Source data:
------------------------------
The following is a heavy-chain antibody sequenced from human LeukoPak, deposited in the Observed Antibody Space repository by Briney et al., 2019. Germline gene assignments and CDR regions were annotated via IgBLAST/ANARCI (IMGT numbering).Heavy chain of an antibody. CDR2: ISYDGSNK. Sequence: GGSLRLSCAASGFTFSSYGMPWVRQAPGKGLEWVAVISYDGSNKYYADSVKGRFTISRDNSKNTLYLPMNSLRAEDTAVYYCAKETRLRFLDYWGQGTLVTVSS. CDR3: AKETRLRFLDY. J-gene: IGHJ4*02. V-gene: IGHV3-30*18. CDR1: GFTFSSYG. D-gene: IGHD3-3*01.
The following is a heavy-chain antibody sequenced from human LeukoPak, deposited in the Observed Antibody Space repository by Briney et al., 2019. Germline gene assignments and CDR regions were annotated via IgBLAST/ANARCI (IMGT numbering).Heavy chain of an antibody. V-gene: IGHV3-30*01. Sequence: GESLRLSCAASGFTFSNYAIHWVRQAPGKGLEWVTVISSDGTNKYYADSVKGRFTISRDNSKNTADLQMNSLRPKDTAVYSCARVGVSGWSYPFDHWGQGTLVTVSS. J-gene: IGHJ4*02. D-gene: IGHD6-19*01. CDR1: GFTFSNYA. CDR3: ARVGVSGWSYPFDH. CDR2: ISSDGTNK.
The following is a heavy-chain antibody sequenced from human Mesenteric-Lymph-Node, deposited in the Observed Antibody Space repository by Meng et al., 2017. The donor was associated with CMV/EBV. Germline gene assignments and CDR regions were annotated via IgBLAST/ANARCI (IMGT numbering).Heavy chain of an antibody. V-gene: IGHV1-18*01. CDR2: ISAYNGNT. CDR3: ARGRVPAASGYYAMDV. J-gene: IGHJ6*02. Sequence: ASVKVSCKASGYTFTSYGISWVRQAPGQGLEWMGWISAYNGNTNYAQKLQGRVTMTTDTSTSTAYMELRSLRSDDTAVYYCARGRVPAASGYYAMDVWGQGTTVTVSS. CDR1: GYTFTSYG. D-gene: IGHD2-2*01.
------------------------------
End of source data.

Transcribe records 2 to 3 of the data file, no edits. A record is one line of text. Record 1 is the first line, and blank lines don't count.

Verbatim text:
The following is a heavy-chain antibody sequenced from human LeukoPak, deposited in the Observed Antibody Space repository by Briney et al., 2019. Germline gene assignments and CDR regions were annotated via IgBLAST/ANARCI (IMGT numbering).Heavy chain of an antibody. V-gene: IGHV3-30*01. Sequence: GESLRLSCAASGFTFSNYAIHWVRQAPGKGLEWVTVISSDGTNKYYADSVKGRFTISRDNSKNTADLQMNSLRPKDTAVYSCARVGVSGWSYPFDHWGQGTLVTVSS. J-gene: IGHJ4*02. D-gene: IGHD6-19*01. CDR1: GFTFSNYA. CDR3: ARVGVSGWSYPFDH. CDR2: ISSDGTNK.
The following is a heavy-chain antibody sequenced from human Mesenteric-Lymph-Node, deposited in the Observed Antibody Space repository by Meng et al., 2017. The donor was associated with CMV/EBV. Germline gene assignments and CDR regions were annotated via IgBLAST/ANARCI (IMGT numbering).Heavy chain of an antibody. V-gene: IGHV1-18*01. CDR2: ISAYNGNT. CDR3: ARGRVPAASGYYAMDV. J-gene: IGHJ6*02. Sequence: ASVKVSCKASGYTFTSYGISWVRQAPGQGLEWMGWISAYNGNTNYAQKLQGRVTMTTDTSTSTAYMELRSLRSDDTAVYYCARGRVPAASGYYAMDVWGQGTTVTVSS. CDR1: GYTFTSYG. D-gene: IGHD2-2*01.